But with high expectations comes the fall. Relatively few Chinese education companies have proven that they can handle the added investor and regulatory scrutiny that comes with being a public company, particularly in the US. This time around, at least we have history as a guide.
"No need to listen for the fall. This is the World's end." -- Rudyard Kipling, Kim
During a long, cold flight to Almaty in the late 1990s I sat sleepless reading Peter Hopkirk's landmark history of the region, "The Great Game: The Struggle for Empire in Central Asia." My colleagues and I were about to spend the week meeting with Kazakhstan's Ministry of Energy as well as its largest companies, all heavily armed by private security guards touting AK-47s while discussing their IPO plans in London. That alone was an eye-opener even Hopkirk would have missed. But what was unique about this trip was our informal mission, backed by the Chinese government, of introducing the idea of a vast pipeline in Kazakhstan that would reach from China's far western Xinjiang region to the Caspian Sea. The Kazakhs at the time, fearing rather engaging China, were having none of it.
Fast forward to China's "One Belt, One Road" initiative launched amidst much fanfare this year and not coincidentally in tandem with its sponsorship of the Asian Infrastructure Investment Bank (AIIB). If successful, these two moves promise to have a geo-economic impact on par with China's immensely ambitious development policy toward Africa. However unlike Africa, China's focus on driving a renewed "New Silk Road" through Central Asia faces an already crowded field of post-colonial (and post-Soviet) military interests, natural resource competition, a resurgent and irredentist Russia, and a potential threat of IS terrorism in the region.
What is more, despite its natural wealth and historical location as a crossroads, Central Asia remains stunted by income inequality and lack of advanced educational attainment--two areas, I would argue, which hold the key to the Great Game. This is because the success of any New Silk Road will likely require far more than the odd gas pipeline or wad of investment dollars but rather a level of development that enhances economic inclusion and can foster political and social stability, open borders, and diversified economic growth. In this sense, a single aspect of Central Asia which has been largely discounted must now be confronted: the education of its people.
Central Asia by the Numbers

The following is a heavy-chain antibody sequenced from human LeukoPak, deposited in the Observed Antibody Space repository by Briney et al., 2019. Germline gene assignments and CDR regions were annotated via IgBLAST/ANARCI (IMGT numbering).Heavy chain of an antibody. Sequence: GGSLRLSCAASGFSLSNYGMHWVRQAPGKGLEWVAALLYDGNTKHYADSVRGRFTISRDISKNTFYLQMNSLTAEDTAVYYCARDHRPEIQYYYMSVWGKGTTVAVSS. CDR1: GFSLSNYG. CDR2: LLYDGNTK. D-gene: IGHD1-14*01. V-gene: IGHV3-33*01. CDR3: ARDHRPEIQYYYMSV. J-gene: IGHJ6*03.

To the uninitiated, the traditional concept of Central Asia is comprised of the five countries of Kazakhstan, Kyrgyzstan, Tajikistan, Uzbekistan and Turkmenistan. I've included Afghanistan in our analysis since it borders on three Central Asian republics and injects its own development challenges onto the region, whether they like it or not. As a failed education state, Afghanistan also serves as warning to the region about what an alternative path might look like.
Table 1 summarizes aggregate economic and education data for the Central Asian republics, centered on long-term indicators:
Figure 2: Comparative Economic and Education Data: Central Asia and Afghanistan
OMore recently, and to add further urgency to what is a region in transition to emerging market status, Central Asia has fallen victim to collapsing oil prices, aborted resource investments, and economic weakness in Russia (which provides remittances and is the main export market for the region). Under these conditions, it would be folly to believe that massive hydrocarbon projects alone will galvanize economic development without a level of education that acts as both an economic stabilizer and a key to social change, not least, to root out corruption based on resource extraction and control.
Where, then, is Central Asia heading in terms of educating its populations and what are the challenges ahead?
Early Success at Primary School Levels
Central Asia's republics are relatively well educated at early ages. Universal primary school completion—a key indicator of future educational attainment—was reached or exceeded in most countries by 2012 and many were closing in on this goal in 2000 (see Figure 2). By comparison, Afghanistan is a failed education state with a paltry 34 and 38 per cent of children competing primary school in 2000 and 2012, respectively, not least due to the exclusion of girls. According to one wide-ranging report on Afghanistan's educational system in the 20th century, the number of students enrolled in 2000 barely exceeded levels achieved in 1978 and, even more distressing, remained far below the enrollments levels in the country during the more peaceful 1960s and 1970s. Beyond Afghanistan, Pakistan and Bangladesh also face deep challenges, where only 72 and 75 per cent of children finished primary school in 2012.
In comparative terms, this illustrates that Central Asia is not the educational wasteland often thought of in popular imagination and should provide some solace to future policymakers and investors.
Figure 2: Primary Education Completion Rates by Country, 2000 v 2012
Declining Fertility Rates Put Less Pressure on Educational Systems
Supporting this early age education trend is a sharp decline in fertility rates. As I have noted in previous research, it is axiomatic that declining population pressures and less stress on educational systems can improve educational outcomes. One study by the British Council has underscored the correlation between standardized test scores and falling birth rates in East Asia, a finding that can apply to other regions as well.